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How to Format a Resume – Best Practices, Tips, and Tricks

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In 2018, The Ladders, an online job search service, conducted a study using eye-tracking software that showed that the average recruiter can decide on a candidate based on skimming their resume in 7.4 seconds. The eye-tracking software showed that the recruiter looked at your current position and company, your previous position and employer, then they skipped straight to your education background. If your resume makes a good first impression, then the recruiter or hiring manager will go back through and sift through the remainder of your resume.

Your resume is oftentimes your one shot to a foot in the door of your dream job, and it can feel daunting to have to summarize all of who you are, what you have accomplished and what your dreams are in one or two pages- especially now that you know you only have 7.4 seconds to capture your audience’s attention.

Each profession, position, and company functions differently and will value different things on your resume. There is always value in studying the job posting for which you are applying and structuring your resume around the specific language and skills that are mentioned on the job posting. There will never be a one size fits all strategy for creating a resume as it is a record of your achievements, experience, and goals. However, we believe there are a few things you should and should not do when structuring and writing your resume.

Do Add Clearly Defined Sections to Your Resume

With just 7.4 seconds, it is extremely important that the structure and flow of your resume is clear, concise, and easy to follow. We recommend a few key sections that should be included on your resume:

  1. Your Name and How to Contact You
  2. Summary of Your Experience or Summary Statement
  3. Professional History and Relevant Work Experience
  4. Education
  5. Relevant Skills and Certifications
  6. Anything Else That is Relevant- Awards, Interests, Community Involvement, etc.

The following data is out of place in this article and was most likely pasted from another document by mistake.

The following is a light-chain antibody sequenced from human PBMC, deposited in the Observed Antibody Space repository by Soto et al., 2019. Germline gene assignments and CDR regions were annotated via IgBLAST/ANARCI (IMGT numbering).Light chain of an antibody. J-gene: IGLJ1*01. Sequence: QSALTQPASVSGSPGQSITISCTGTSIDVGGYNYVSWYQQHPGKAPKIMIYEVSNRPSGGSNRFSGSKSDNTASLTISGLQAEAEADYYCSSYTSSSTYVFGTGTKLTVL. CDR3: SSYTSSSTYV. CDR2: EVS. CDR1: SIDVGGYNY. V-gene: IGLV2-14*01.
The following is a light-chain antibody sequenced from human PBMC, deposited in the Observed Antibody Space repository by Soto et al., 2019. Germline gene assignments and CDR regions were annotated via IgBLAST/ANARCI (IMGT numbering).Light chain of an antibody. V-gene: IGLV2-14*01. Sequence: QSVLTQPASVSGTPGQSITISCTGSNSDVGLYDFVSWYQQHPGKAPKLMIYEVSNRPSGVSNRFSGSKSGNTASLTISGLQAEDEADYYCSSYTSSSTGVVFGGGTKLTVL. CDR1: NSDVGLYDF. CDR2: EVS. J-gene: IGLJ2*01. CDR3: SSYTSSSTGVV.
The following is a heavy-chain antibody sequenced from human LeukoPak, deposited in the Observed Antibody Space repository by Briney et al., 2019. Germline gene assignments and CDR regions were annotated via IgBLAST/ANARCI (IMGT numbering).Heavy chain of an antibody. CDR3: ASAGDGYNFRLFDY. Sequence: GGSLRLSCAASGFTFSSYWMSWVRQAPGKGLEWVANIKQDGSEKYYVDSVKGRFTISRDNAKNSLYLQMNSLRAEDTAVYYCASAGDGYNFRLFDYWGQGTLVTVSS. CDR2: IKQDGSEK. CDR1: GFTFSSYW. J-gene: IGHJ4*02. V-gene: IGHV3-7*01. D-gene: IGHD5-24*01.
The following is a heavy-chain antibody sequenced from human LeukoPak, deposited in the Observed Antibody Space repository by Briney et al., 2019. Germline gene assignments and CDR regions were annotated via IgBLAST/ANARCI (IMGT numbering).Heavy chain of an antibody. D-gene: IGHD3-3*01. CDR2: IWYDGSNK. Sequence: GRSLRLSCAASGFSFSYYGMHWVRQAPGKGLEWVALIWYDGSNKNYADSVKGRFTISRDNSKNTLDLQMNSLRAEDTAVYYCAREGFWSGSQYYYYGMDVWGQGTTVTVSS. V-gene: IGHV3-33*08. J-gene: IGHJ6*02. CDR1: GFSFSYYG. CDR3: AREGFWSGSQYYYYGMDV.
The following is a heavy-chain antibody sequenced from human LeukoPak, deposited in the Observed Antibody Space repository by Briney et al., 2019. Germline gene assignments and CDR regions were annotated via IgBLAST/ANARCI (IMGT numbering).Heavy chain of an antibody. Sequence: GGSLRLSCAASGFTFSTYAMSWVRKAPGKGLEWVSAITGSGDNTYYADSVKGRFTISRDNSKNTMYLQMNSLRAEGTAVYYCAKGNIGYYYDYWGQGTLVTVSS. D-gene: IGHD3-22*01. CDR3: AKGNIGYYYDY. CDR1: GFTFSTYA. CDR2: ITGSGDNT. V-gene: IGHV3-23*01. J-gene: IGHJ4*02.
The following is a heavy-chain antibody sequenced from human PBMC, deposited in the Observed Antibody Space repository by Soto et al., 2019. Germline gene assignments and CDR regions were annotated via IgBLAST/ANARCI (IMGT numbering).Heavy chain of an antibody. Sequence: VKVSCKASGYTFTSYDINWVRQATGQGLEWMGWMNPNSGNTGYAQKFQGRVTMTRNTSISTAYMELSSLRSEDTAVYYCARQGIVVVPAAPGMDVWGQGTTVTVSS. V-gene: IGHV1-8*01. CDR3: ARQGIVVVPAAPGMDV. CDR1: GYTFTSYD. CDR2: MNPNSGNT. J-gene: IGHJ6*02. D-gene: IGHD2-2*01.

Do Put Thought and Intention Behind Your Font Size and Style Selections

Generally, you should never use more than two fonts on a formal document. When you get past two font styles, your resume can become hard to read and confusing to follow.  Sticking with one font is also acceptable.

While Times has traditionally been the most popular font, to stand out perhaps choose a different font – a Serif font to be more formal or a Sans Serif font to be less formal.  When choosing to use two fonts, we suggest picking one Serif Font and one Sans Serif Font and sticking with those throughout your resume. Here are a few Serif and Sans Serif matches that go well together or can be used individually and are widely available:

To help differentiate your resume sections, consider using your Sans Serif font for your section headings and sub-headings and your Serif font for the details within each section. To best ensure something stands out between the section header and the body copy, utilize italics. For example:

A simple change in font and angle can go a long way in making sure the points you want to stand out, do!

Don’t Add Clutter Just to Fill the Page                  

To ensure your resume is relevant to the hiring manager and will be sure to catch their eye, add key words to your resume that you grab from the job posting. It is important to remember that you just have 7.4 seconds to grab the attention of the person reviewing your resume, you don’t want to risk those 7.4 seconds being spent on fluff that you added to take up space.

Make sure every word, descriptor, adjective, and defining statistic in your resume is added with intention and purpose.

Do Keep Your Language and Verbiage Consistent

We recommend using “Active Voice” in your resume. Typically, writing in the Active Voice is clearer and more enjoyable to read. Whether you choose to write in Active Voice or Passive Voice, you should always hold a consistent tone and voice throughout your resume. Here are a few examples of how you can turn a Passive statement Active:


  • A 10% growth across all social media platforms was achieved in my department.
  • Was promoted after I worked at the company for two years.
  • Clear communication was one of my greatest strengths.


  • Over one year, my team grew each social media platform by 10%.
  • Earned a promotion within two years of employment.
  • Recognized for clear communication and the ability to unify a team.

Don’t Send Every Company the Same Resume

More important than any other bit of advice we’ve offered, we strongly suggest never sending the same resume twice. Every job is different, every company functions a little differently, and every hiring manager has different priorities in mind.

We recommend studying the job posting for which you are applying and doing your best work to understand how your skills and experience make you a good fit for this job. If you use the job posting to determine what the hiring manager is seeking, you should then use those descriptors throughout your resume, and highlight your relevant experience. This will allow your resume to stand out as a strong fit amongst the pack.  

Lastly, we recommend updating your professional social media sites, such as LinkedIn, to reflect the information that appears on your resume. Your LinkedIn should reflect the same titles, companies, and dates that your resume does. By ensuring consistency, you are establishing a relationship of trust and truthfulness from the beginning.

See our Resource Center for more helpful tips!

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